Be careful in disputes during end of life

When there is an emotional situation, such as a life-threatening injury or illness, family behavior can be unpredictable. As a case manager responsible for coordinating patient care, you could find yourself in the middle of a family dispute on what steps should be taken to care for a dying relative.

If you know the patient’s wishes and the family doesn’t want them carried out, you, as a case manager, are bound to follow the patient’s wishes, asserts Stuart Brock, CCM, JD, an associate with the law firm of Womble Carlyle based in Winston-Salem, NC.

That’s why case managers should take a proactive approach with patients, especially if they are elderly, to make sure they have advanced directives in place to avoid legal hassles and family squabbles over their last wishes, Brock advises. In the best-case scenario, when a patient is in critical or terminal condition, a case manager will assemble the patient’s advance directive documents and put them in the file. If you can’t do that, document that you have had the discussion with the patient or the next of kin, he says.

Even if the documents are in place, family members may balk at carrying out their relative’s living will. In other cases, you may encounter questions of whether or not the patient has the capacity to make a decision about his or her health care. Your risk when issues of advance directives arise vary with your practice areas, but if you are involved in direct care and the care is not consistent with the patient’s choices, you could be at risk and so could your organization.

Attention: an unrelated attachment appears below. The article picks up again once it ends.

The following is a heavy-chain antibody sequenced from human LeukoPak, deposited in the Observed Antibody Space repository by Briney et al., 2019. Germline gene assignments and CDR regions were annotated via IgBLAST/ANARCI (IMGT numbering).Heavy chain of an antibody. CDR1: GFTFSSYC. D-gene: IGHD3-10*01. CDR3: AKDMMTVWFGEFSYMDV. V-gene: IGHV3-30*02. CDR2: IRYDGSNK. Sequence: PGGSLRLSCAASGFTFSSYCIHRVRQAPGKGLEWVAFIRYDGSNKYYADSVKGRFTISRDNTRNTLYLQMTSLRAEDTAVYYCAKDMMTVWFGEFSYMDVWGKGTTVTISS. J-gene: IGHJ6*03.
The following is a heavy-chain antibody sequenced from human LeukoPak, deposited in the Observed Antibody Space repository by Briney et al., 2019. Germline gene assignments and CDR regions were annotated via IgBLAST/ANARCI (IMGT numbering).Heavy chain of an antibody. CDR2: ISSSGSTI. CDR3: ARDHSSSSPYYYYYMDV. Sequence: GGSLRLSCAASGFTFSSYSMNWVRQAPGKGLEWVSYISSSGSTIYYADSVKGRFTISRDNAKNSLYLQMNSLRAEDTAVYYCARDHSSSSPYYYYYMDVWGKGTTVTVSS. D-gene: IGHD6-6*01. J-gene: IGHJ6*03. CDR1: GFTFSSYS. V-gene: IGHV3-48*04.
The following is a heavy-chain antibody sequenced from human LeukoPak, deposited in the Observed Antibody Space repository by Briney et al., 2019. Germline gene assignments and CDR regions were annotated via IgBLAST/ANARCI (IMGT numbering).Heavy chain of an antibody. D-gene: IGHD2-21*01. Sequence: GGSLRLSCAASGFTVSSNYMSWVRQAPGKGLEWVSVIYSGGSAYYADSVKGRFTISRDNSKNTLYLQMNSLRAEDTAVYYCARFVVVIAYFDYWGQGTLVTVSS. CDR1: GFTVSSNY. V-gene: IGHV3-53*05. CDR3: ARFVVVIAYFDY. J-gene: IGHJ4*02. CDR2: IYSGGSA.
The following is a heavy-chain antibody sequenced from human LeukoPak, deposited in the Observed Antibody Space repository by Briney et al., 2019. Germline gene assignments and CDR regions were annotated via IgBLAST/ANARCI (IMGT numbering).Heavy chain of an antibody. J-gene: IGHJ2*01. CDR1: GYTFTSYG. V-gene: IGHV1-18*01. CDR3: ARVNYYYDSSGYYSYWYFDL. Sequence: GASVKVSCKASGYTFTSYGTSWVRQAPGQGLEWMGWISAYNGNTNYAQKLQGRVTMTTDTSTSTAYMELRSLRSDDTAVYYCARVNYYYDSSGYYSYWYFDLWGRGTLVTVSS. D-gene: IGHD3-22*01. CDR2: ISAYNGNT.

"We are living in a litigious society, and health care costs are soaring because of malpractice costs and the cost of litigation. Of course, case managers act in the best interest of their patients, but they also must manage the risk to themselves and their organizations. They can’t serve their clients if they aren’t operating as an entity," Brock says.

If it appears that there may be a dispute about end-of-life care for a patient, immediately ask the risk management department of your organization to become involved. The risk managers can guide you through the legal system and get the courts involved if necessary, Brock says. Involve social workers to work with the family and help deal with issues before they become volatile, he suggests.

Use your case management skills to smooth things over initially and then involve the next level, which is risk management. You don’t want to be alone in these situations, Brock says. "Case managers don’t want to be making decisions without involving the family as much as they can. Case managers can usually assess early on the family dynamics and can begin the education and diplomacy process," he says.

Keep in mind that case managers are being named among the defendants in more lawsuits and must take steps to protect themselves and their organizations. "In the current litigious state of our societies, case managers, as a part of an interdisciplinary practice, can be affected in many ways by malpractice lawsuits," Brock says.